With regard to having enough money to buy food, you seem to suggest that the available benefits are sufficient. But then with regard to having incentives to try harder, you seem to suggest that having sufficient benefits is a bad thing. I'm not going to try to defend New Zealand's current welfare system. I really don't know enough about it to say anything good or bad about it (except perhaps to complain about its complexity).

    You also seem to be saying that the poor in New Zealand choose to remain poor. I really don't think it's that simple. I can think of a number of reasons that poor people might not be able to improve their situation:
    * they might not know how to break their addiction to tobacco or alcohol or P or gambling;
    * they might not be able to afford to save money by buying in bulk;
    * they might not be able to get the favourable terms for loans that richer people can get, preventing them from buying some money-saving device, like a bicycle and pump and puncture repair kit and helmet—or even worse, forcing them to take a loan that they can't afford to pay back;
    * they might not be able to get to a particular shop to buy things more cheaply, because of a disability or an obligation to care for relatives or a lack of a car;
    * or they might just not have the skills to make a workable budget.

    I feel like mentioning education again, so I will: education can help with a lot of the above, but some of them just require kindness—whether from private charity or the welfare system—even if it's just to give them an interest-free loan to buy the bike.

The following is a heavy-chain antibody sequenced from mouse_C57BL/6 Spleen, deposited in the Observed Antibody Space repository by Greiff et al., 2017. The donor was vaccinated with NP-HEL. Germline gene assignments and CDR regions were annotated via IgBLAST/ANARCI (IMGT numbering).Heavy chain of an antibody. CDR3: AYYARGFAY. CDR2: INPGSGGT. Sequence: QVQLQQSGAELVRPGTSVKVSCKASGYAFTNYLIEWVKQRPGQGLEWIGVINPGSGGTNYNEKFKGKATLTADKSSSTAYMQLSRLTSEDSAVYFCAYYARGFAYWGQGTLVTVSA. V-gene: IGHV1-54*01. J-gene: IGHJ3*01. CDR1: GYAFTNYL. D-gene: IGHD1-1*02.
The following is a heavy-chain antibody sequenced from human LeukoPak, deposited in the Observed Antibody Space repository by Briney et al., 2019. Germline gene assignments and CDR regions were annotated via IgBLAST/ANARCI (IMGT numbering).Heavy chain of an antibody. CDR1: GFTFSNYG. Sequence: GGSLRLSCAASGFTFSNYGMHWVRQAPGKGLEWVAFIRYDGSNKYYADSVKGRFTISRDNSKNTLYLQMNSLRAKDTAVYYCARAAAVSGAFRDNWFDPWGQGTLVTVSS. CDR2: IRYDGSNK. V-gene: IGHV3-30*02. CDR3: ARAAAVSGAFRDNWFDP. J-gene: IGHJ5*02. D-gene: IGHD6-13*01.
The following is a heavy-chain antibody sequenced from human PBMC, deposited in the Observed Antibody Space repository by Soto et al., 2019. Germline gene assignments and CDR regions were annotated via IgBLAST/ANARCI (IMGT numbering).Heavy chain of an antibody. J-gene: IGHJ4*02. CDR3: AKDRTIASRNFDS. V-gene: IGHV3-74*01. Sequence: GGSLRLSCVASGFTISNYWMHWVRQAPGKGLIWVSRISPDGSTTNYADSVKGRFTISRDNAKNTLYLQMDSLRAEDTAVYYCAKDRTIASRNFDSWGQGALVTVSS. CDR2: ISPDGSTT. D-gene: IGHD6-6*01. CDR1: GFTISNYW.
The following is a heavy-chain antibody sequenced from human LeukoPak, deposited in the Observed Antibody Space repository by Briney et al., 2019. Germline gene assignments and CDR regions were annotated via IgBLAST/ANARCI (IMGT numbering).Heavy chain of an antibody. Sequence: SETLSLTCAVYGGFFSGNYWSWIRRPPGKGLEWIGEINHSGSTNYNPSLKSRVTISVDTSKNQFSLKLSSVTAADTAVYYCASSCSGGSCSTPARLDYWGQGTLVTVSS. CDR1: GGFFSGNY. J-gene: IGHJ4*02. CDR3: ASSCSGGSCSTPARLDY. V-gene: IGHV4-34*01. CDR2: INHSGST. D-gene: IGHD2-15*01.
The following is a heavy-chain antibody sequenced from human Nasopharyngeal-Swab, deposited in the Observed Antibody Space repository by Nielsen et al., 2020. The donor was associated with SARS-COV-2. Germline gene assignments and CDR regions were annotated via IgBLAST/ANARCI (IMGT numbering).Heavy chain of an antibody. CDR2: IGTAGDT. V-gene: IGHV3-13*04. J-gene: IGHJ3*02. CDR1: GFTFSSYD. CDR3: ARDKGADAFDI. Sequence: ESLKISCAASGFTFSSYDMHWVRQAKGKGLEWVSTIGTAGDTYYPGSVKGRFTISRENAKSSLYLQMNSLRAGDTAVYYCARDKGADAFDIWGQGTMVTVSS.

7. Tim Says:

    I forgot to mention that the bike would probably need a lock, too, so it doesn't get stolen.

  8. stan Says:

    i wasn't stereotyping the poor, the homeless people on the street are nice and they'll love you if you buy them a pie for lunch, but start talking about responsibility and they're not interested. the addiction one is true and problematic but the other situations you've listed are covered by the state (eg. disabilities - my mum works in that sector - NZ has a different system to the US in case you had Michael Moore's Sicko in mind when you mentioned that example)

    the welfare system is what causes the problems... i won't go into it because you'll need to look into it (it's not complex) and how it affects society (the article i've posted above under welfare.txt is a good place to start - it talks about the DPB)... it's kinda like how you can't really become a Christian without reading the Bible (well you can, but you should eventually if you want the full picture)

  9. stan Says:

    ps. i'm not judging them as sinners, i'm judging the system that's made them the complacent people they are